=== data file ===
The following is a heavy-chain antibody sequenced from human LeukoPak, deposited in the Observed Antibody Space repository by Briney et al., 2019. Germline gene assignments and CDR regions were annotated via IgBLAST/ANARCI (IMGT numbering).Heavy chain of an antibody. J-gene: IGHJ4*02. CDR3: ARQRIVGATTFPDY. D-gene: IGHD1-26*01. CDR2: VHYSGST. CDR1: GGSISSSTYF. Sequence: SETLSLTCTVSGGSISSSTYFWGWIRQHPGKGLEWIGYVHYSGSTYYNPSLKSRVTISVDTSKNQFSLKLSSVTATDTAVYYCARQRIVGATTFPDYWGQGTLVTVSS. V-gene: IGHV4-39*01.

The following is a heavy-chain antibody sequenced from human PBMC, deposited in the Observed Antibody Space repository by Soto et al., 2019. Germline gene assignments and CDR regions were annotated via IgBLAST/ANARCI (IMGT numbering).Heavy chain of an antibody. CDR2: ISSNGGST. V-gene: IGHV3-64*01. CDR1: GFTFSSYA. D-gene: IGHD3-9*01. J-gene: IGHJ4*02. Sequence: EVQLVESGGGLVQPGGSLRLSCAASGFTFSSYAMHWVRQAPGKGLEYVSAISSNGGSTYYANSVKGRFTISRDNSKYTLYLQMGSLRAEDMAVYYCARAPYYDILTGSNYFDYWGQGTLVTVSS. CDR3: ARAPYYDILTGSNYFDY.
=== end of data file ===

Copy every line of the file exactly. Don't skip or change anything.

The following is a heavy-chain antibody sequenced from human LeukoPak, deposited in the Observed Antibody Space repository by Briney et al., 2019. Germline gene assignments and CDR regions were annotated via IgBLAST/ANARCI (IMGT numbering).Heavy chain of an antibody. J-gene: IGHJ4*02. CDR3: ARQRIVGATTFPDY. D-gene: IGHD1-26*01. CDR2: VHYSGST. CDR1: GGSISSSTYF. Sequence: SETLSLTCTVSGGSISSSTYFWGWIRQHPGKGLEWIGYVHYSGSTYYNPSLKSRVTISVDTSKNQFSLKLSSVTATDTAVYYCARQRIVGATTFPDYWGQGTLVTVSS. V-gene: IGHV4-39*01.

The following is a heavy-chain antibody sequenced from human PBMC, deposited in the Observed Antibody Space repository by Soto et al., 2019. Germline gene assignments and CDR regions were annotated via IgBLAST/ANARCI (IMGT numbering).Heavy chain of an antibody. CDR2: ISSNGGST. V-gene: IGHV3-64*01. CDR1: GFTFSSYA. D-gene: IGHD3-9*01. J-gene: IGHJ4*02. Sequence: EVQLVESGGGLVQPGGSLRLSCAASGFTFSSYAMHWVRQAPGKGLEYVSAISSNGGSTYYANSVKGRFTISRDNSKYTLYLQMGSLRAEDMAVYYCARAPYYDILTGSNYFDYWGQGTLVTVSS. CDR3: ARAPYYDILTGSNYFDY.